Mumbai: Stock exchanges on Friday moved to prevent losses for investors in companies undergoing insolvency resolution with a series of directions on timely disclosure and compliance, following the recent Dewan Housing Finance Corp. Ltd (DHFL) fiasco where small investors lost all of their investments.
In a joint statement, the National Stock Exchange and BSE said if an approved resolution plan wiped out the share capital, they would suspend trading in the stock as soon as the bankruptcy tribunal issues its oral order. The company in question must communicate the development to the exchange within 30 minutes, which will confirm it with the resolution professional (RP) and suspend the stock.
“In instances where the resolution plan provides that the value of the listed securities is considered zero and the company is to be delisted or where the entire equity capital is reduced, cancelled or extinguished without any payment to the existing equity shareholders, exchanges in coordination with each other, based on the intimation of the oral order from the company and RP confirming the aforesaid provision in the resolution plan, shall suspend the trading in the company on an immediate basis,” the statement said.
The rules follow the delisting of DHFL, whose shares had shot up at the fag end of the resolution process. In the March quarter, retail investors held 42.19% in DHFL, sharply up from 21.55% in March 2019 and 38.67% in March 2020. Mint reported on 18 June that some retail investors of DHFL plan to approach the Supreme Court against the National Company Law Tribunal (NCLT) for allowing the delisting as part of the resolution. Investors plan to accuse NCLT and the Securities and Exchange Board of India (Sebi) of failing to adequately inform them about the impending delisting, part of Piramal group’s approved resolution plan.
Without specifying any case, the exchanges said in the recent past they have come across instances where the approved resolution plan allows delisting or write-off, cancellation or extinguishment of equity shares without any payout/consideration to existing shareholders. “However, it is observed that there is a considerable time lag between pronouncement of oral order by NCLT and final written order by NCLT. Companies generally hold on to the information and do not make any timely disclosure to the exchanges until receipt of a written copy of the order. By this time, the information may be available to a select group and may create information asymmetry and confusion,” the statement said.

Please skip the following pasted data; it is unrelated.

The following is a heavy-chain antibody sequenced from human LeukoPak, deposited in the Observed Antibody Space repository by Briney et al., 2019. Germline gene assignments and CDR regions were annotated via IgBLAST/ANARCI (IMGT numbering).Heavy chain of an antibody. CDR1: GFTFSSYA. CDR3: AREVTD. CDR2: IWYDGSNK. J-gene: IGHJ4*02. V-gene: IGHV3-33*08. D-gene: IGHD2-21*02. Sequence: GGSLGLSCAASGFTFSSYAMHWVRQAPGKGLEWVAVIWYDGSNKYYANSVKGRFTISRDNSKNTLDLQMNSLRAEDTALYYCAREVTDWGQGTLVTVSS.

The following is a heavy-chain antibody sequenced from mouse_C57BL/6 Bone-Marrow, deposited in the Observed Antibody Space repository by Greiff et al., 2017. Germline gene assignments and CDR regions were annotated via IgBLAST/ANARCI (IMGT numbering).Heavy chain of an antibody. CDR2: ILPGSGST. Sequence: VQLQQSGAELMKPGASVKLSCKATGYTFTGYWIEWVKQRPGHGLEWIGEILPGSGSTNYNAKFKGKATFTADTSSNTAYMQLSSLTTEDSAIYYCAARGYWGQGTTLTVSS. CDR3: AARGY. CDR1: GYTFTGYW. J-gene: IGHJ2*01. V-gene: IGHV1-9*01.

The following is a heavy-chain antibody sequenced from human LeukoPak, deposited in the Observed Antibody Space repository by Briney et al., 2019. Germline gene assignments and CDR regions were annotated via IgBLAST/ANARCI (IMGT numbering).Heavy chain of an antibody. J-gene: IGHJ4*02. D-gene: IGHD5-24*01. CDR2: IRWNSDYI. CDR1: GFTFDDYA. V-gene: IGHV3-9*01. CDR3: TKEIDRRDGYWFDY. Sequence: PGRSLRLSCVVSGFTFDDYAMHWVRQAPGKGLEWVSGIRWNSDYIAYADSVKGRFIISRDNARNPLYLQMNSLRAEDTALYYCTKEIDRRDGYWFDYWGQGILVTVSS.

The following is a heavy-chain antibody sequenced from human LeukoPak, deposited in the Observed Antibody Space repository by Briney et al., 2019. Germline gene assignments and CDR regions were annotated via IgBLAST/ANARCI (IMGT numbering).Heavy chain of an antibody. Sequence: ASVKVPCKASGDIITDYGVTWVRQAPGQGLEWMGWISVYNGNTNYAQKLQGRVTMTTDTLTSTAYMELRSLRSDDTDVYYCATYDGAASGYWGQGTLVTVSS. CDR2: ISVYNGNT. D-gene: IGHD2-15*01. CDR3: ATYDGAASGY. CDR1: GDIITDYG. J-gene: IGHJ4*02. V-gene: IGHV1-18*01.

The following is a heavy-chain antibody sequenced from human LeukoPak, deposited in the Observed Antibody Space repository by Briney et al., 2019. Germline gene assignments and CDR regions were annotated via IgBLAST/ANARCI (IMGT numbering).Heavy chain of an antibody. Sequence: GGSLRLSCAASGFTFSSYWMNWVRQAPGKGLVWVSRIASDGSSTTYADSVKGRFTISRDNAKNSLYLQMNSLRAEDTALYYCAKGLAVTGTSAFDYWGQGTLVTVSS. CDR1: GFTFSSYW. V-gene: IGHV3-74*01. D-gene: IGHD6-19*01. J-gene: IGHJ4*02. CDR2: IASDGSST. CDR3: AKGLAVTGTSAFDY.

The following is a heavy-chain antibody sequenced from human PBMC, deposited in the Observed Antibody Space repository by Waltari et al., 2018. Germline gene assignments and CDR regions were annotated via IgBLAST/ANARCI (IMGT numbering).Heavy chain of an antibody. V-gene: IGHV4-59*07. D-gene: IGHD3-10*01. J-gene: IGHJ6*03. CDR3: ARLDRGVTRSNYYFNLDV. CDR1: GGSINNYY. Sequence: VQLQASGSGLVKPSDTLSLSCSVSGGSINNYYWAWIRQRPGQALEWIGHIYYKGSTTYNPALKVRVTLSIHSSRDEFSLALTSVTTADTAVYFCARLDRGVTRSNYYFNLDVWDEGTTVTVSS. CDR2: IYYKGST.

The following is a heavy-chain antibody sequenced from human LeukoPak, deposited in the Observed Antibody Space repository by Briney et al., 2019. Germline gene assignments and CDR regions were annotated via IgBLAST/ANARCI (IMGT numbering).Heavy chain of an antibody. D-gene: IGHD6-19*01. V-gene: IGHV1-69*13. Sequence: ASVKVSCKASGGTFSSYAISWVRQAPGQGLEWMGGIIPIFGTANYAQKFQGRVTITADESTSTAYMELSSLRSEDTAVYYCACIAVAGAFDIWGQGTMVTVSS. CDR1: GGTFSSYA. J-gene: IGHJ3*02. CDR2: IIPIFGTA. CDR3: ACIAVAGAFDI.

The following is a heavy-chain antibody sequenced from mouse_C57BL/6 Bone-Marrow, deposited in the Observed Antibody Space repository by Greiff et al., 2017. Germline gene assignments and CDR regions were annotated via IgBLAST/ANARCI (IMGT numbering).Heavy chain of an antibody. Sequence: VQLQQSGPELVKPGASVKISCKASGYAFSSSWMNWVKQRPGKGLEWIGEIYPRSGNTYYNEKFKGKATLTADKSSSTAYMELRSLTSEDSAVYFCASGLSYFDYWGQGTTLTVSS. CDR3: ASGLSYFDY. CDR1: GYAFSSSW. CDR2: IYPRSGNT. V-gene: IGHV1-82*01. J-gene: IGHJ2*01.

As soon as a firm is admitted to the Corporate Insolvency Resolution Process (CIRP), exchanges will identify and tag its security in a manner that will be easy for members and market participants to know that the security is undergoing insolvency. A list of such securities will also be available on the exchange websites.
Exchanges will also issue a detailed guidance note to CIRP firms, and the RP on compliance and disclosure requirements as per Sebi LODR (listing obligations and disclosure requirements) Regulation, 2015, which will be uploaded on the exchange website, and an email shall be sent to all companies that are under CIRP, informing them about the guidance note.
The RP must comply with the Sebi LODR regulations and disclose the approval of the resolution plan on oral pronouncement or otherwise of the order on an immediate basis and not later than 30 minutes.
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